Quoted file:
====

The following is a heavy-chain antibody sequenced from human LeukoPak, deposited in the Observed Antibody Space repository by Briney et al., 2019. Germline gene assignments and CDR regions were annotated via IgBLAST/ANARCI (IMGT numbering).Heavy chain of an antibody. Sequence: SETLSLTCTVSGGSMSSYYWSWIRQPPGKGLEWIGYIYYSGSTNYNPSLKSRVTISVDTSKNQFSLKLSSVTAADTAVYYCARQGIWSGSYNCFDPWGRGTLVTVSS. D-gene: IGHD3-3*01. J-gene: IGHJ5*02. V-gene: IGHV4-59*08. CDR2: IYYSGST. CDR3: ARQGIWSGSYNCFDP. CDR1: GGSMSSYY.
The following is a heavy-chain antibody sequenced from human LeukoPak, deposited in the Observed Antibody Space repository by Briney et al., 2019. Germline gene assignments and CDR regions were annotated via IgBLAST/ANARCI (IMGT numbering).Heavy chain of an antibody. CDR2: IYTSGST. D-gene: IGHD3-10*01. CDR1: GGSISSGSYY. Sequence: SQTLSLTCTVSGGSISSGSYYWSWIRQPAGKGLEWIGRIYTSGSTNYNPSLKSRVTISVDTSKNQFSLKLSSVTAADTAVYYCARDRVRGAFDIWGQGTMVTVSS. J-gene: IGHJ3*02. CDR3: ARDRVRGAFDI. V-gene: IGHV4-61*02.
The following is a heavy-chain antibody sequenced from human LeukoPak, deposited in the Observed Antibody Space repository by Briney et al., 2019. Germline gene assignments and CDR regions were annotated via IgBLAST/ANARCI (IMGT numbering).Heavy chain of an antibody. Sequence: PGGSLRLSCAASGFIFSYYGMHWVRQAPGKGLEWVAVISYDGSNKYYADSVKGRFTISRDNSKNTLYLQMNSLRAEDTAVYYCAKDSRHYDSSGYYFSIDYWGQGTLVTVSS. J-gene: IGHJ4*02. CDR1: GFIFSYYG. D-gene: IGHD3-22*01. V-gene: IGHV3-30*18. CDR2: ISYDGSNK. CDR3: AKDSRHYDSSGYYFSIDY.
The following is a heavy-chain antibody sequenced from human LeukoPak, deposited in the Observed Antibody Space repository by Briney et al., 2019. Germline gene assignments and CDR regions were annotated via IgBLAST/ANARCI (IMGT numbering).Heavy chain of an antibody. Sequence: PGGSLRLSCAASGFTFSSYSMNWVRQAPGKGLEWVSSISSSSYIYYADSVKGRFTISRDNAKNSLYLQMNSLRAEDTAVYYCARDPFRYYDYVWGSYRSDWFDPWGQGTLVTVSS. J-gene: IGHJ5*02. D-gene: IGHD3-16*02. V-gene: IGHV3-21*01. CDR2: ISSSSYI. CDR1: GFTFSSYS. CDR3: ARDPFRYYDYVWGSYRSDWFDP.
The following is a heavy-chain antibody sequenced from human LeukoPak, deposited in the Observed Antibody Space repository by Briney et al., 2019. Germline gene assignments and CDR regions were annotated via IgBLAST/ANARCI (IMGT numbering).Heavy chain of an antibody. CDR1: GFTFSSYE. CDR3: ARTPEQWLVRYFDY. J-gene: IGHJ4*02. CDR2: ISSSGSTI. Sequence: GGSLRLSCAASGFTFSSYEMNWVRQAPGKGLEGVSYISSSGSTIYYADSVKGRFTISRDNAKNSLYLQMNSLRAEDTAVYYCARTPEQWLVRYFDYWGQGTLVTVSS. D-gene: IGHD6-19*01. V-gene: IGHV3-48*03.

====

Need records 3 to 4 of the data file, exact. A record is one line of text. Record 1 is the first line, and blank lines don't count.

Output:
The following is a heavy-chain antibody sequenced from human LeukoPak, deposited in the Observed Antibody Space repository by Briney et al., 2019. Germline gene assignments and CDR regions were annotated via IgBLAST/ANARCI (IMGT numbering).Heavy chain of an antibody. Sequence: PGGSLRLSCAASGFIFSYYGMHWVRQAPGKGLEWVAVISYDGSNKYYADSVKGRFTISRDNSKNTLYLQMNSLRAEDTAVYYCAKDSRHYDSSGYYFSIDYWGQGTLVTVSS. J-gene: IGHJ4*02. CDR1: GFIFSYYG. D-gene: IGHD3-22*01. V-gene: IGHV3-30*18. CDR2: ISYDGSNK. CDR3: AKDSRHYDSSGYYFSIDY.
The following is a heavy-chain antibody sequenced from human LeukoPak, deposited in the Observed Antibody Space repository by Briney et al., 2019. Germline gene assignments and CDR regions were annotated via IgBLAST/ANARCI (IMGT numbering).Heavy chain of an antibody. Sequence: PGGSLRLSCAASGFTFSSYSMNWVRQAPGKGLEWVSSISSSSYIYYADSVKGRFTISRDNAKNSLYLQMNSLRAEDTAVYYCARDPFRYYDYVWGSYRSDWFDPWGQGTLVTVSS. J-gene: IGHJ5*02. D-gene: IGHD3-16*02. V-gene: IGHV3-21*01. CDR2: ISSSSYI. CDR1: GFTFSSYS. CDR3: ARDPFRYYDYVWGSYRSDWFDP.